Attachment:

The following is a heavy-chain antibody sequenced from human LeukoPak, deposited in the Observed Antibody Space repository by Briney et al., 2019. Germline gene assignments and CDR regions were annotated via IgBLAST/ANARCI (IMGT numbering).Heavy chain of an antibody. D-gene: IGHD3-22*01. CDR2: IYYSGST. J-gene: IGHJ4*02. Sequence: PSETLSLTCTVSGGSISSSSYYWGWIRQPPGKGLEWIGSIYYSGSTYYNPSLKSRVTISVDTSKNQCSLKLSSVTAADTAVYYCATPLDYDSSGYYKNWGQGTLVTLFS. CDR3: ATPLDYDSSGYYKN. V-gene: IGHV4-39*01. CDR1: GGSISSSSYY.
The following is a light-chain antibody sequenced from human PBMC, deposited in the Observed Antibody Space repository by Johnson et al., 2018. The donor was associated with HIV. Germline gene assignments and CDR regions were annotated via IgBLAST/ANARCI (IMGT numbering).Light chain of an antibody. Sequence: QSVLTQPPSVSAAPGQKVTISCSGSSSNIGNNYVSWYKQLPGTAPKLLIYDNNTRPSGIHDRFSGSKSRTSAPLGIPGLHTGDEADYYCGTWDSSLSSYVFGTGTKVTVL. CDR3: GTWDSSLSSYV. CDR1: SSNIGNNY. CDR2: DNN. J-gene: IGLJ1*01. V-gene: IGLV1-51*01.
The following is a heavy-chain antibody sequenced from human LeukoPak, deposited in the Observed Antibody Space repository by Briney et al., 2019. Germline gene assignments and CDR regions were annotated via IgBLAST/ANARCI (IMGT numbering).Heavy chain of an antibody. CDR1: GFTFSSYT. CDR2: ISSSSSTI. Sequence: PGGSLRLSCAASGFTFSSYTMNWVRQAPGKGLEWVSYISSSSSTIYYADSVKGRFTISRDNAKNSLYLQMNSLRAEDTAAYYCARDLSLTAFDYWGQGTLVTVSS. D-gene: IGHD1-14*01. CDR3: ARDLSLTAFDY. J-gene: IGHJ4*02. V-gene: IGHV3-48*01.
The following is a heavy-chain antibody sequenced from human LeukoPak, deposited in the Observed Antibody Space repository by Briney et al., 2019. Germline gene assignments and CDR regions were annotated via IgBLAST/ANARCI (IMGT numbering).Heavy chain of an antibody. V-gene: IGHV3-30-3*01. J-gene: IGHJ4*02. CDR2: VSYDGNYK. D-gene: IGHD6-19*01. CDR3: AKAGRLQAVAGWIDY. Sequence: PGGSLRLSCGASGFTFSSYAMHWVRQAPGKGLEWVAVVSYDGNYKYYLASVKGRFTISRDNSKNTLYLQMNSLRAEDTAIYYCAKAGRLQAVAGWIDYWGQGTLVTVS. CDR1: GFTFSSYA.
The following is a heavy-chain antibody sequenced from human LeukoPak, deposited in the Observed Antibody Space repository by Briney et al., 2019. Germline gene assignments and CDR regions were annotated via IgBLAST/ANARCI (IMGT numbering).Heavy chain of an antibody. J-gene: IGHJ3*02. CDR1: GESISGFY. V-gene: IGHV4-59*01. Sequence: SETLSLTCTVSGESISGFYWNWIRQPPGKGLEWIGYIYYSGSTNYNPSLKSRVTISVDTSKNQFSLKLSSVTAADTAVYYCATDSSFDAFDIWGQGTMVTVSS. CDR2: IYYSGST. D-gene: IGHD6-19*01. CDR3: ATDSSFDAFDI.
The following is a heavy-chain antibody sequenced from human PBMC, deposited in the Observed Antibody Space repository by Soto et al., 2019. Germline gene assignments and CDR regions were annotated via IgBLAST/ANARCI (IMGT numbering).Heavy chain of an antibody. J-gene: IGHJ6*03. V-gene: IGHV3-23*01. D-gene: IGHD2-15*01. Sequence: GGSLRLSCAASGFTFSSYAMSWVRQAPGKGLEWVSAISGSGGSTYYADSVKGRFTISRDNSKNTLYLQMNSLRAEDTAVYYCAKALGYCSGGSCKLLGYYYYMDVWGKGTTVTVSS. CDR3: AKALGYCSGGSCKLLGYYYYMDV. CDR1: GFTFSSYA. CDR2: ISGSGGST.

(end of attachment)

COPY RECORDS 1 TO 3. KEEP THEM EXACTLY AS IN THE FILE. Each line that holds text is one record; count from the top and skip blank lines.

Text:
The following is a heavy-chain antibody sequenced from human LeukoPak, deposited in the Observed Antibody Space repository by Briney et al., 2019. Germline gene assignments and CDR regions were annotated via IgBLAST/ANARCI (IMGT numbering).Heavy chain of an antibody. D-gene: IGHD3-22*01. CDR2: IYYSGST. J-gene: IGHJ4*02. Sequence: PSETLSLTCTVSGGSISSSSYYWGWIRQPPGKGLEWIGSIYYSGSTYYNPSLKSRVTISVDTSKNQCSLKLSSVTAADTAVYYCATPLDYDSSGYYKNWGQGTLVTLFS. CDR3: ATPLDYDSSGYYKN. V-gene: IGHV4-39*01. CDR1: GGSISSSSYY.
The following is a light-chain antibody sequenced from human PBMC, deposited in the Observed Antibody Space repository by Johnson et al., 2018. The donor was associated with HIV. Germline gene assignments and CDR regions were annotated via IgBLAST/ANARCI (IMGT numbering).Light chain of an antibody. Sequence: QSVLTQPPSVSAAPGQKVTISCSGSSSNIGNNYVSWYKQLPGTAPKLLIYDNNTRPSGIHDRFSGSKSRTSAPLGIPGLHTGDEADYYCGTWDSSLSSYVFGTGTKVTVL. CDR3: GTWDSSLSSYV. CDR1: SSNIGNNY. CDR2: DNN. J-gene: IGLJ1*01. V-gene: IGLV1-51*01.
The following is a heavy-chain antibody sequenced from human LeukoPak, deposited in the Observed Antibody Space repository by Briney et al., 2019. Germline gene assignments and CDR regions were annotated via IgBLAST/ANARCI (IMGT numbering).Heavy chain of an antibody. CDR1: GFTFSSYT. CDR2: ISSSSSTI. Sequence: PGGSLRLSCAASGFTFSSYTMNWVRQAPGKGLEWVSYISSSSSTIYYADSVKGRFTISRDNAKNSLYLQMNSLRAEDTAAYYCARDLSLTAFDYWGQGTLVTVSS. D-gene: IGHD1-14*01. CDR3: ARDLSLTAFDY. J-gene: IGHJ4*02. V-gene: IGHV3-48*01.